The term "culture" is certainly one of the most often used — and perhaps misused — words in the corporate lexicon.

In the banking industry we often hear the terms "credit culture," a strong "ethical culture" or a "workplace friendly culture" used to develop corporate goals. But as widely used as the term is, bankers and regulators alike admit that "culture" is hard to define, and even harder to identify. The difficulty may be a result of the misapplication of the term.

In 1999, when the merger of oil giants Exxon and Mobil took place and the new management was examining the components of successful mergers, they wrestled with how to establish a "culture" that would help unite the two former competitors into one effectively managed organization. Recall if you will that the merger followed by just over a decade the disastrous Exxon-Valdez oil spill off the coast of Alaska, and the combined new management was conscious of undertaking whatever was necessary to avoid any encore of that experience.

The combined new Exxon-Mobil management, according to people who were party to those discussions, made an important key decision. Rather than thinking they could choose or pick a culture, they recognized instead that they could pick and define "values" and "goals" around which the combined new management teams could coalesce. And if that was done effectively, they would create an environment for a positive culture to flourish.

Unlike many common uses of the term, this approach is consistent with the origin of the term "culture." The origin of the word culture, going back to its early Greek usage, is a derivation of the term "cultivation of the soul," which combines metaphoric references to agriculture and personal growth. It presumes multiple influences that, when taken together, cause something to grow and flourish.

What Exxon-Mobil and many other successful companies have discovered is that a culture cannot be chosen. But values and goals can. And an appropriate combination of values and goals then creates the environment to achieve a positive and lasting culture.

In today’s world, where mergers are common, this understanding is increasingly important. Banking industry managements typically identify goals and values by fairly standard categories. In defining how they want the bank managed and operated, they will identify such topics as credit and interest rate risk parameters; lines of business or financial products; and management organizational structure, among others.

A second common category is a commitment to their communities or markets. Elements of this topic are required by Community Reinvestment Act rules, but many banks go beyond the statutory requirement and identify community interests or needs that they want to address.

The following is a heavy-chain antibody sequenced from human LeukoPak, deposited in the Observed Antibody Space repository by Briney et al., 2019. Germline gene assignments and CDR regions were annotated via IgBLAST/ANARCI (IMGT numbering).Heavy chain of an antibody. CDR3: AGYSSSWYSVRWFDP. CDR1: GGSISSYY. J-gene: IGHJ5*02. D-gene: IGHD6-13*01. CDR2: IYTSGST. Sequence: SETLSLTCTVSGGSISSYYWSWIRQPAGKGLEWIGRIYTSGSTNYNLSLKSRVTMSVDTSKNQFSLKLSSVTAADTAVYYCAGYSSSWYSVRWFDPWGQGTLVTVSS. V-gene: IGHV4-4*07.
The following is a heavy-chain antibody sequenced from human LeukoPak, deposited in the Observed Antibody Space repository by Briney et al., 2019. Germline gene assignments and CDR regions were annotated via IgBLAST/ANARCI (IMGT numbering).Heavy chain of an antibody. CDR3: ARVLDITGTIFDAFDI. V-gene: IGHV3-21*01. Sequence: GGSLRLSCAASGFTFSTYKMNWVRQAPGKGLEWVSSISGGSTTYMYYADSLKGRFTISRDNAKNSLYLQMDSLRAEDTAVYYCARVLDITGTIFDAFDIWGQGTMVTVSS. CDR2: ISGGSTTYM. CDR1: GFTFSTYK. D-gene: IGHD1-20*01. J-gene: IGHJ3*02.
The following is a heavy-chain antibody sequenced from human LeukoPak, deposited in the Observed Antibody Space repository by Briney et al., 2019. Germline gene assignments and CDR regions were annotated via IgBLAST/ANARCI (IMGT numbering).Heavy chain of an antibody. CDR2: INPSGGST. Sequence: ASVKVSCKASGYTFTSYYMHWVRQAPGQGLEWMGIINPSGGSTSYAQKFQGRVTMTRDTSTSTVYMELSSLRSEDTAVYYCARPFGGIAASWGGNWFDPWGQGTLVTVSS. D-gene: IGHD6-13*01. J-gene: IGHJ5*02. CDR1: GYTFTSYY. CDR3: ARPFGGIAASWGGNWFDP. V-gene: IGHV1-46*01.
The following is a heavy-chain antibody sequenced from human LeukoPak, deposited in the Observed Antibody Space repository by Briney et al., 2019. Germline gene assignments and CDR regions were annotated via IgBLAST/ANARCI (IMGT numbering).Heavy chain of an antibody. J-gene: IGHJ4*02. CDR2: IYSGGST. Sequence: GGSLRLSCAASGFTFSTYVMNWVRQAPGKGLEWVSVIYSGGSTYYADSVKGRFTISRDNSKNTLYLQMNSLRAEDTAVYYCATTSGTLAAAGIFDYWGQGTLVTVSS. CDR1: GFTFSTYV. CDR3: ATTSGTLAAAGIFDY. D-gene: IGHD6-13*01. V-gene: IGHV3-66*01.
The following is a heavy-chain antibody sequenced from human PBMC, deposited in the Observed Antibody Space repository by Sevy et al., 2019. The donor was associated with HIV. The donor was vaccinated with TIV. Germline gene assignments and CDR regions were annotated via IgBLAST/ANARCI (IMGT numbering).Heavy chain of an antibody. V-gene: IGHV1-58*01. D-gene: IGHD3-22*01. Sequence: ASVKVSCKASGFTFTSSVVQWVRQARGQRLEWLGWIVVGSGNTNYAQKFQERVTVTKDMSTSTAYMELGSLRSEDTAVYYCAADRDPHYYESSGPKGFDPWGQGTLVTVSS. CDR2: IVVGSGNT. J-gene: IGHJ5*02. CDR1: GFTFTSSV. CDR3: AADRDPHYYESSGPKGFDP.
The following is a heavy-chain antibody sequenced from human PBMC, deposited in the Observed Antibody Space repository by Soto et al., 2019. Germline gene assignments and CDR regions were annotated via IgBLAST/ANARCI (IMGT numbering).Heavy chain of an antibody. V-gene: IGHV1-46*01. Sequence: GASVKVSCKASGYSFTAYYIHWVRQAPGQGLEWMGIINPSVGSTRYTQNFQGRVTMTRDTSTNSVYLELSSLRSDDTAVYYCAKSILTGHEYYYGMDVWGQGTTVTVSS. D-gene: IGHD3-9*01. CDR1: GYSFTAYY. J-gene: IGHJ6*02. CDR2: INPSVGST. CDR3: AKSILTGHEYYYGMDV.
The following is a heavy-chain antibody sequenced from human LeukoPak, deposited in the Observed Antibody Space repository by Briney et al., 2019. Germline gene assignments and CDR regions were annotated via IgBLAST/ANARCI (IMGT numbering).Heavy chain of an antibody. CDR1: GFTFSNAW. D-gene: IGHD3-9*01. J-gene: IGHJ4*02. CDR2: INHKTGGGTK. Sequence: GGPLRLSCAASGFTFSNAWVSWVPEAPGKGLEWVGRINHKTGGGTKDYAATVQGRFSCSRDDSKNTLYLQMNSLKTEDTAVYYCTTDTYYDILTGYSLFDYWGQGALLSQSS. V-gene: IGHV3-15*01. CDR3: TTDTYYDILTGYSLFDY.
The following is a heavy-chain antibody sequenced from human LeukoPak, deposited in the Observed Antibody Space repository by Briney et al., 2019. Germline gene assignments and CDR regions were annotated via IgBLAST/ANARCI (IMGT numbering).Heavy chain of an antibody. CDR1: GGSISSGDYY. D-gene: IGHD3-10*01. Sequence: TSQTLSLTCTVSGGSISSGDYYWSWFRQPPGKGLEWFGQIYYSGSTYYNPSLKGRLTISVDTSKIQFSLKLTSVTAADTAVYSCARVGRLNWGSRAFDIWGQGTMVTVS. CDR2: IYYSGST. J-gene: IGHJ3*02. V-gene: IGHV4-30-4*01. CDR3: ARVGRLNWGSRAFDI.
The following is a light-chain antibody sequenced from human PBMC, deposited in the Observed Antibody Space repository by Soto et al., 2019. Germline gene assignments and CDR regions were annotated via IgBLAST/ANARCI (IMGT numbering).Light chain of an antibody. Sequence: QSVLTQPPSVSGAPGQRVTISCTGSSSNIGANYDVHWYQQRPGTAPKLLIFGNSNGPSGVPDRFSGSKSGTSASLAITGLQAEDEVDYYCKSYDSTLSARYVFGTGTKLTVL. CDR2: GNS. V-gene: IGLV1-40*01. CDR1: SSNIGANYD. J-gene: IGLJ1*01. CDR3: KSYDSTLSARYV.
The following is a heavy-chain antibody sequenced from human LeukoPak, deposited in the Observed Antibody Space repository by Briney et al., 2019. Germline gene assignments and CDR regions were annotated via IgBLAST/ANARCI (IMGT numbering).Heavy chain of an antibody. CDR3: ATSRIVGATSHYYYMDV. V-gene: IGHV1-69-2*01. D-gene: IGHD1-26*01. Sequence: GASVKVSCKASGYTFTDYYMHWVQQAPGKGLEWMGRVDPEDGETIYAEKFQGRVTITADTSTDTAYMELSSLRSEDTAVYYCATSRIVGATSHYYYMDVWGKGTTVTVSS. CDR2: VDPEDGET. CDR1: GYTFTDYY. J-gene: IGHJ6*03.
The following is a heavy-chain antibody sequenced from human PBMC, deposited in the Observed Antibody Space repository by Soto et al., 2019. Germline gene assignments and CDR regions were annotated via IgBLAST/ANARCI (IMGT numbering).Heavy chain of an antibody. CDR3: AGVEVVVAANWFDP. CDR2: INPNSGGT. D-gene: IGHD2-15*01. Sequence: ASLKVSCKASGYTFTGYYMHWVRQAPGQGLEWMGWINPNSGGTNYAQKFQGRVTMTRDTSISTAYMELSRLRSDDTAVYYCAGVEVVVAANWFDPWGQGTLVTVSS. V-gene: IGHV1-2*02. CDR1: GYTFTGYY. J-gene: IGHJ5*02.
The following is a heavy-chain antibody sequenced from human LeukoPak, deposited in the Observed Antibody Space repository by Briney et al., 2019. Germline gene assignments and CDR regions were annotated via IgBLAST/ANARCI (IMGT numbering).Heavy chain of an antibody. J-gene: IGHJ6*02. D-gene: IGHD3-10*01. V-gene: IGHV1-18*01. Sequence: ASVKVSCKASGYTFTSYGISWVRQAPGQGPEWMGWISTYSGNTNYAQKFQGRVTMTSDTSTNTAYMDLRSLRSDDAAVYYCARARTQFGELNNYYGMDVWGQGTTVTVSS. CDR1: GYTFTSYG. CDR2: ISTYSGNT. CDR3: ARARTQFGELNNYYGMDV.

A third category, and the one most likely to shape culture, is workplace environment. Elements of this category include the bank’s approach to diversity, work-life balance, promotional philosophy, and managerial leadership style.

While each of these broad categories is easy enough to define, implementation or adherence can vary widely. Indeed, it is entirely possible for two different companies to define their goals and values identically but have them produce vastly different cultural environments. The inverse is also true. Banks with vastly different cultures can each be successful in their separate markets or areas of expertise. The key difference between success and failure is the extent to which an organization — and particularly senior management — makes adherence a true commitment as opposed to just window dressing or lip service.

So if bank regulatory agencies, bank management, or potential merger partners are looking for evidence of "culture" in written documents, policy guidelines, or employee handbooks, they will have fundamentally missed the point. The prevailing culture is evident in criteria such as employee retention, stability of earnings, and asset quality. Does the institution retain its best people through economic cycles? Does asset quality meet or exceed that of its marketplace peers? Is the institution’s growth consistent with its capital position and how does it compare to the overall growth of bank assets in its marketplace?

Perhaps most important of all, does the institution ask for feedback from its customers and employees, and if so, how does it respond to suggestions or recommendations?

In looking for evidence of positive or negative culture it is important to go back to the origin of the term — cultivate. Institutions with enviable cultures are ones that have first thoughtfully and carefully defined their values and goals. They then make clear that effective management is defined by adherence to those standards. Finally, to ensure that an appropriate culture is maintained, they encourage dialogue between employees and management and between the institution and the communities they serve.

Mark W. Olson is chairman of Treliant Risk Advisors LLC and can be reached at molson@treliant.com. His former positions include Federal Reserve Board Governor, chairman of the Public Company Accounting Oversight Board, chairman of the American Bankers Association and bank president and CEO.